Here is one example of an illegal scenario allowed in the Bad Model:

Bad Model allows an ATC to work without a Duty Station

The picture above looks okay with the exception of ATC51 (Owen) who is handling Control Zone CZ1, but is not logged into a Duty Station.

Advantages and disadvantages of the bad model

[+] In defense of the Bad Model, it does not forbid legal data populations. Data representing an Air Traffic Controller logging in and out of a Duty Station is accommodated. But the same is true for data illegally showing that an on duty Air Traffic Controller is directing traffic in a Control Zone.

[-] The problem is that some illegal configurations are also possible. Unless action language and/or code is written to carefully enforce these constraints bugs, will emerge down the road.

[+] Another advantage of the Bad Model is it probably took less time to build.

[-] Sure, less thinking went into it. The time saved will be eaten up writing action language to define and handle the constraints or fixing it in the code. And if any of the constraints slip through those cracks, the time will be spent in testing and debugging.

The purpose of modeling and analysis is to expose and evaluate requirements. We analysts break concepts apart while programmers (or model compilers) compact them down into an efficient ball of code. The class model is a powerful tool when it comes to exposing rules. Even without knowing much about class models, it is not difficult to walk an application expert through the Good Model and get valuable feedback. Walk them through the non-committal Bad Model and you’ll just get tepid nods of approval.

The Good Model, on the other hand, might raise questions as to whether or not a Duty Station might be shared and to the specific circumstances where this would occur.

The right tool for the job

To be an effective analyst you want to reach into the UML toolbox and retrieve the best tool for the job at hand. Class models are the most powerful tool for expressing rules and constraints directly in data structure. State models are great for formalizing sequence and synchronization. A state model, for example, is ideal for sequencing the actions required to migrate between on and off duty status13. Action language is useful for describing data flow, computation and data access.

By deferring rules and constraints to less effective tools (states and actions), you end up creating more work for yourself. Worse still, neglected rules and constraints tend to get buried in complex actions where they are not as easily seen by application experts, if not entirely forgotten. One of the main reasons to model is to resolve potential flaws early by tweaking a relationship or attribute rather than later by overhauling an entrenched implementation.

Why not just express constraints with OCL?

There is an object constraint language (OCL) included in the UML. Having a language dedicated to constraints is a really good thing, but there are a few downsides.

  1. OCL is not supported by many tools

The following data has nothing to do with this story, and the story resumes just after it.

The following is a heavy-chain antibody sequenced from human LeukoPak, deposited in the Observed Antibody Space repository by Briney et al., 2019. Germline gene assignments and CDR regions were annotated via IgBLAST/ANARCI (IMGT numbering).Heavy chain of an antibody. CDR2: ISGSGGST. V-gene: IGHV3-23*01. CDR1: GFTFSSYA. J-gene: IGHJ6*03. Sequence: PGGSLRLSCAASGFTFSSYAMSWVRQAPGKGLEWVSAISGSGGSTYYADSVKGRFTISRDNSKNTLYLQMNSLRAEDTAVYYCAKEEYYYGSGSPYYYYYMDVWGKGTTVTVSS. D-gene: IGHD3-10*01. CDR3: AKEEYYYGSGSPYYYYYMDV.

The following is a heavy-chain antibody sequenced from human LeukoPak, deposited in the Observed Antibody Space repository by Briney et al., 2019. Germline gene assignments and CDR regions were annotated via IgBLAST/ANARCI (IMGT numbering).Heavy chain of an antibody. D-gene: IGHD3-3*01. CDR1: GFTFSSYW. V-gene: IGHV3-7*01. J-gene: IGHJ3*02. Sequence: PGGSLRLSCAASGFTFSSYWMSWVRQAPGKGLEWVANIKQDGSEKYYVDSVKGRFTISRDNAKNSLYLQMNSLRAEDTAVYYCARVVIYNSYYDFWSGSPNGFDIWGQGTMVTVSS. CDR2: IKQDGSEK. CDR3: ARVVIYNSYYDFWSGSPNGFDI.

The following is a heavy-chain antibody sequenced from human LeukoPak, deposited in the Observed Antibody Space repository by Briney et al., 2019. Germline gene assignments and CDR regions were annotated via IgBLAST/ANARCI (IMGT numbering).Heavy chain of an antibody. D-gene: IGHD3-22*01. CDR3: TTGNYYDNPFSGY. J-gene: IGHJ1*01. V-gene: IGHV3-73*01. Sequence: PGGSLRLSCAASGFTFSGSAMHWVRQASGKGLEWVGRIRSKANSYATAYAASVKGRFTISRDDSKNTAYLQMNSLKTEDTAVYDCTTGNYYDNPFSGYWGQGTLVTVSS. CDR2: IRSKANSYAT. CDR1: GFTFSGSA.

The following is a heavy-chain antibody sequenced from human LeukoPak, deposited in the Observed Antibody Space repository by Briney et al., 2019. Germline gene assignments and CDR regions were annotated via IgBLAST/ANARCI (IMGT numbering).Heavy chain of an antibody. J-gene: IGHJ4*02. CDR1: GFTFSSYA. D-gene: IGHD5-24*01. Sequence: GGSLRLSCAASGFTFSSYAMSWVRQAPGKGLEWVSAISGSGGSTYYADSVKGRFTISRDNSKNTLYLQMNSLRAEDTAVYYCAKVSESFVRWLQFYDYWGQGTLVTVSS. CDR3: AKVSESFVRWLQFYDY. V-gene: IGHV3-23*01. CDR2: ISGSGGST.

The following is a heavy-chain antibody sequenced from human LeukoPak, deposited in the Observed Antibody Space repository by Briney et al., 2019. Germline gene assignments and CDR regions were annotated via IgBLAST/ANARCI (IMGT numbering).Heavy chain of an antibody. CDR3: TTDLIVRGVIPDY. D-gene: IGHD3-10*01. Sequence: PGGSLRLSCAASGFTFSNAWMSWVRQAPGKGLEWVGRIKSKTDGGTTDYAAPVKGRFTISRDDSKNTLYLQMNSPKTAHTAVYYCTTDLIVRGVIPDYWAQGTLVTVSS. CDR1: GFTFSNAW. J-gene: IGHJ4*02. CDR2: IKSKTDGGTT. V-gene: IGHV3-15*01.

2. OCL can be difficult to read and write
  3. A constraint written on the side can be less reliable than one integrated into the data structure
  4. Constraints written on the side can result in more code to write and test

Here is an example of the OCL corresponding to the identifier {I} tag:

context <class> inv:
<class>.allinstances()->forAll( p1,p2 |
    p1<> p2 implies
        p1.<identifier> <> p2.<identifier> )

OCL can be useful for expressing constraints not easily shown on a class model, like ensuring that the of value assigned to one attribute is less than a maximum value specified by another attribute, for example. So using OCL to fine tune the constraints on an articulate class model can result in a powerful combination. But there is no better way to enforce constraints and prevent bugs than to define data structures that will not accept bad data in the first place. Building a Bad Model and expecting to express all your constraints in OCL is going to be rather difficult. This is mainly because a Bad Model won’t offer the detailed vocabulary (classes, attributes and relationships) to which the OCL would refer!


13 E-mail a request to me at leon_starr ^ ^ modelint.com and I can send you the state model and action language for the Good Model. (This is my way of finding out if anyone has actually read this far!)


Making the Good Model more concise

As promised we can condense the Good Model a bit without sacrificing any application rules.

A more concise Good Model

All I’ve done here is replace the generalization relationship with an association class.  Since there are no attributes or interesting behavior on the Off Duty Controller, we can eliminate the class.  Now an instance of On Duty Controller is created as a consequence of linking an ATC object to a Duty Station object.  Upon unlinking, an ATC from a Duty Station (logging off), the representative On Duty Controller instance disappears along with the Time_logged_in attribute value and any Control Zone links.  Note that the multiplicity on R3 is 0..1 on both sides.  So, at any given time, an ATC may or may not be logged in.  From the perspective of a Duty Station, it may or may not be available.